Disgaea D2: A Brighter Darkness Review

 
Years ago, I was introduced to the Disgaea series by way of Disgaea 2. Up to that point the only RPGs I played with any regularity were the Final Fantasy, Dragon Quest, and Persona games. Being someone who always enjoys playing new IPs, I took my friend’s advice, played Disgaea 2, and never looked back.
 
To this day I am still a huge fan of series, and I place it up there with all my favorites. Disgaea turns me into a masochist; it’s so unforgivably punishing, yet I keep coming back for more. Everything about it is huge; from the over the top humor and acting, to the sheer number of levels available via the Item World.
 
I don’t think I have ever played any game as large as the ones on offer from the Disgaea series. Sure there are games out there with huge worlds like GTA V or Skyrim, and games like Persona 4 can offer hundreds of hours of content, but very rarely do I play games that are virtually unending. Disgaea D2 (and others in the series) is a game that basically never ends. It’s a grinder’s dream come true (more on this later).
 
20130723123046
 
Disgaea D2 continues the story of Laharl, Etna, and Flonne, our loveable cast from the very first Disgaea game waaaaay back in 2003. Now established as the full fledged Overlord of the Netherworld, Laharl isn’t having as a great a time as you might thinking, finding himself constantly trying to make his new position known to everyone. Evidently only a few demons know about his recent ascent to Overlord. Tired of this non-fame, Laharl sets off with Etna and Flonne to gain the respect he seeks.
 
The hallmarks of the Disgaea series are still in place, and as someone who loves SRPGs, I’m glad to see that D2 is still as brutal and unforgiving as ever. The basic concept remains unchanged, with a heavy emphasis on manipulating Geo Panels (colored pyramids that provide elemental bonuses or detriments to the terrain), placing characters adjacent to each other for Linked Attacks, and throwing allies and objects to traverse obstacles. This is the meat and bones of Disgaea combat and I don’t really ever expect it to change too dramatically; but that’s not to say that D2 doesn’t offer anything new. Oh, it does.
 
First off, in a move that’s reminiscent of the Pokemon and Persona games, you can now capture and train the monsters you face in battle, which then can be ridden in battle. Not only does this look epic, but mounts will take hits for you while you can continue to cast spells and attack from atop your majestic steed. Now weaker “healer” type characters don’t have to always be held back or protected, and can mix it up in the forefront along with everyone else.
 

 
The character creation system has also seen an overhaul, giving players more options to create unique characters than ever before. Now when you create a new character you can choose their personality type and color pattern in addition to their base job class. Different personality traits will affect your created character’s base stats. It’s nice to have more options when creating characters, and man, it sure is nice to have some different looking party members for once.
 
Perhaps my favorite new feature is the Master/Pupil system which allows one character to be designated the “Master” and another as the “Pupil.” In this system, skills can be taught from the Master to the Pupil, allowing certain characters to learn new skills that were previously unavailable to characters of certain classes. Going back to my previous example of having an offensively weak healer character, you can now teach him/her some new attacks and weapon affinities, resulting in a much more balanced (and useful in different situations) character.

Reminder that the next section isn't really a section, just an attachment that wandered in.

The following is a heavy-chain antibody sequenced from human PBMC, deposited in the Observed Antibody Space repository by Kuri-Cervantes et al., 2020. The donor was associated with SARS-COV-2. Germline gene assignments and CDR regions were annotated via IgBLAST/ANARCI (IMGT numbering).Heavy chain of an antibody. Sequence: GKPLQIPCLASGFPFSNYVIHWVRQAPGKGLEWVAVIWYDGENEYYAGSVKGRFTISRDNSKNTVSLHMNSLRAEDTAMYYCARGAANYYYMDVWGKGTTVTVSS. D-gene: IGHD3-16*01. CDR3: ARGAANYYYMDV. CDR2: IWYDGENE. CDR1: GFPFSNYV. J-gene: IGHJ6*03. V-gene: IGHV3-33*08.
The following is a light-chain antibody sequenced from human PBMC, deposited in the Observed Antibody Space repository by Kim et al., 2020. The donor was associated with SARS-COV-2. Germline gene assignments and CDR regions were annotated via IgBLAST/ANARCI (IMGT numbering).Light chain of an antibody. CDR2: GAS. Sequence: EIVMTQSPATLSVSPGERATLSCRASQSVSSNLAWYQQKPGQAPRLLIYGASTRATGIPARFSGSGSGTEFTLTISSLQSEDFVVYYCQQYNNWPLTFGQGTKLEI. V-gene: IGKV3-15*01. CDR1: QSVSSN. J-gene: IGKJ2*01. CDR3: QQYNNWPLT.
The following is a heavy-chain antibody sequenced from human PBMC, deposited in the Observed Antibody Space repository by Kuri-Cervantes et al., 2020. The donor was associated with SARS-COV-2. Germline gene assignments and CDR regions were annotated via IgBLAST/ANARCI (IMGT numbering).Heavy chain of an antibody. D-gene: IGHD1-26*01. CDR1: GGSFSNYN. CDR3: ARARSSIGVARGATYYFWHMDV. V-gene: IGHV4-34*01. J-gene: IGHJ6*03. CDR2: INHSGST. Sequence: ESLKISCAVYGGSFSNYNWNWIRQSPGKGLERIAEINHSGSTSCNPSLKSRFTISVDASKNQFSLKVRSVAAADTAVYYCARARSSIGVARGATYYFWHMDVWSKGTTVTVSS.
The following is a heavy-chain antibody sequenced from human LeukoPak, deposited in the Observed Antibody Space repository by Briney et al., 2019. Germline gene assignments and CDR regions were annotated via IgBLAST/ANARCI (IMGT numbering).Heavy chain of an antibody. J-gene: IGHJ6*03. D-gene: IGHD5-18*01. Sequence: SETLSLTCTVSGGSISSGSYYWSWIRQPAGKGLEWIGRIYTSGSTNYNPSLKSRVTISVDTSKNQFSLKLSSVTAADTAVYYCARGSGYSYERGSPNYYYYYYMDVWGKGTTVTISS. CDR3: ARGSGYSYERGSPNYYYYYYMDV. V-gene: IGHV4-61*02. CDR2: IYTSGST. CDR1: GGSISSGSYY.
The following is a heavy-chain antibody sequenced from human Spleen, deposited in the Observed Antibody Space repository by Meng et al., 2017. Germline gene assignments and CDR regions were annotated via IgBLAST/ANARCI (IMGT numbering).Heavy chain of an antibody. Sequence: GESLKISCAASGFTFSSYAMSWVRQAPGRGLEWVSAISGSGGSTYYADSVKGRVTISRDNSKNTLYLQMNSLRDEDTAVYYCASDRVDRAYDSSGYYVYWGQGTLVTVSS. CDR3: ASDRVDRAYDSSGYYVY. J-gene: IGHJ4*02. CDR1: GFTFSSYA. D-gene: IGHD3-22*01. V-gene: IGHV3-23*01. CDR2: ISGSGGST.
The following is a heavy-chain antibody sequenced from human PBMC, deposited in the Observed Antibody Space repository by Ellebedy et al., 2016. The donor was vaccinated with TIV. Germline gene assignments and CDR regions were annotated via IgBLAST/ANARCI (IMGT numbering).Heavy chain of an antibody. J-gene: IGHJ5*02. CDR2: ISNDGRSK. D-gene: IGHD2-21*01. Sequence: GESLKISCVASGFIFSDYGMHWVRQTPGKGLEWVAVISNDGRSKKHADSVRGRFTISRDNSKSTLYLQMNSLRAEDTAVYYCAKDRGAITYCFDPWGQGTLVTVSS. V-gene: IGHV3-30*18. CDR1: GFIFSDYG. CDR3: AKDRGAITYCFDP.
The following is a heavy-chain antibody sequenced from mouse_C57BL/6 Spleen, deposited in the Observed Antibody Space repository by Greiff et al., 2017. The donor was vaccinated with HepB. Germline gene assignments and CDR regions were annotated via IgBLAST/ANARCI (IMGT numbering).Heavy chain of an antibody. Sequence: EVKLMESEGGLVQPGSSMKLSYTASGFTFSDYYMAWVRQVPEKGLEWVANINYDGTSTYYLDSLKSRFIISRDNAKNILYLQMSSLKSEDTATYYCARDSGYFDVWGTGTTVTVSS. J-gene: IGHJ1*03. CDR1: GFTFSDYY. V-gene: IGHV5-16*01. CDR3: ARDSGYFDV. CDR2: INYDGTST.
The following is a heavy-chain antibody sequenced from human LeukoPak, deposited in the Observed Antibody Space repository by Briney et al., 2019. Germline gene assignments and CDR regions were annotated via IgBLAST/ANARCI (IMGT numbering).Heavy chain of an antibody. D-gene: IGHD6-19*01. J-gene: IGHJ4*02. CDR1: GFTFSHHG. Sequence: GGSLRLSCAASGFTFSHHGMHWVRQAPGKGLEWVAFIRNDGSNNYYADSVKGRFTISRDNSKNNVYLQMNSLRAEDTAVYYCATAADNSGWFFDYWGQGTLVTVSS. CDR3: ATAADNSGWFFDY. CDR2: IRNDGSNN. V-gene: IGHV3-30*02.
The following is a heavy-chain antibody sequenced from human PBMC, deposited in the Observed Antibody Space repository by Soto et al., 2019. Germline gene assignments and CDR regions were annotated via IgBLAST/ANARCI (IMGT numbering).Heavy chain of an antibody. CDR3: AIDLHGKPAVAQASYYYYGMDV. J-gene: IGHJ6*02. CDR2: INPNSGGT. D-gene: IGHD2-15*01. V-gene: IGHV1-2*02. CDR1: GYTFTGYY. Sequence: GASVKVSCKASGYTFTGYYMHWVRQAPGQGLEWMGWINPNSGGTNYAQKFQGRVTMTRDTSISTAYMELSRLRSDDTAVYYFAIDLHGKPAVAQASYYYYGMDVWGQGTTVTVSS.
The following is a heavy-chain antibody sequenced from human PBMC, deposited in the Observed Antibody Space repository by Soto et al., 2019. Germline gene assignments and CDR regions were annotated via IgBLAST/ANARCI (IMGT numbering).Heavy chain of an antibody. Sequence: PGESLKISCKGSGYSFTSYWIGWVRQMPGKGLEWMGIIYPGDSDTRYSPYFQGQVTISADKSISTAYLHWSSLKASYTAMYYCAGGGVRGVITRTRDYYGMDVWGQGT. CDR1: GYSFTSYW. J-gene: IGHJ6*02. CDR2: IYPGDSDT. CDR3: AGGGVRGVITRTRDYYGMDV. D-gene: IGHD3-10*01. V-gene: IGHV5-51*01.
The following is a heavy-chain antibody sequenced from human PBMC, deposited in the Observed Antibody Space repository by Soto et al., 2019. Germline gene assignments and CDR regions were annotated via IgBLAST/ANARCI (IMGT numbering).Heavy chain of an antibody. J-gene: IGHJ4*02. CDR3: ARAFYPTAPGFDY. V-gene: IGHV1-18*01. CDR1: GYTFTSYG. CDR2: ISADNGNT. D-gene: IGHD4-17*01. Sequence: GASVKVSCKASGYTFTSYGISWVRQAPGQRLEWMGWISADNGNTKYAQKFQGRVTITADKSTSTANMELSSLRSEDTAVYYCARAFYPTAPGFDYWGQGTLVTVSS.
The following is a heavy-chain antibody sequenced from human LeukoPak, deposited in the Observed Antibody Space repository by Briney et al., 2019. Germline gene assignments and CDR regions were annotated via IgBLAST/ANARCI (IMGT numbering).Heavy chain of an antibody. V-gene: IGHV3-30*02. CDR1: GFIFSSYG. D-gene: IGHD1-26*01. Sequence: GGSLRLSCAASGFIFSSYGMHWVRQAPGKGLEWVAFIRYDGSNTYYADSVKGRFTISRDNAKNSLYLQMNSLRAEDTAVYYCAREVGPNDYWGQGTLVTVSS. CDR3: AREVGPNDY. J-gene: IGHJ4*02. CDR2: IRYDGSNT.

The Disgaea series provides some of the most meaty game experiences out there because it encourages grinding…but not in the way you might be used to. Rather than hanging out in the same area or dungeon and fighting horde after horde of randomly generated enemies until your eyes bleed, D2 (and all other Disgaea games) give you the Item World, one of the most clever ways of asking players to grind.
 
The way the Item World works is like this: every item you procure throughout the game, whether it’s a piece of candy, a weapon, a bomb, or armor, exists as its own multi-leveled dungeon. When you enter the Item World, you choose an item to “enter,” and voila! You get a randomly generated series of dungeons. Think about that for a minute; due to the Item World, D2 technically never has to end. Ever. As long as you keep collecting items, you will continue to have the Item World at your disposal.
 
20130723121335
 
As far as presentation goes D2 looks pretty much exactly like Disgaea 4, which is a good thing. I never thought the series looked bad, and even going back and playing the PS2 Disgaea games, they still look pretty decent. Disgaea 4 and D2 both use the signature series’ sprite heavy art style, just with a coat of high-res polish and animated backgrounds. Dialogue sequences look nice and sharp, and even though they aren’t fully animated in the traditional sense (they move more like a motion comic), they still look fantastic. On the audio front, the voice actors do an admirable job as usual. I’ve played more than my fair share of localized JRPGs, and I’ll be the first to say that many, if not most, translations are pretty poor. Thankfully this has never really been an issue with the Disgaea series, and certainly is not one with D2. The series has always been over the top with its humor and never took itself too seriously.
 
Disgaea D2 is a wonderful true sequel to the game that started it all, and does the original plenty of justice. NIS has had four core Disgaea games to draw from, and the end product of D2 is finely tuned display of everything we know and love about the series. Ultimately it’s a familiar journey, but there are just enough new additions to keep things interesting.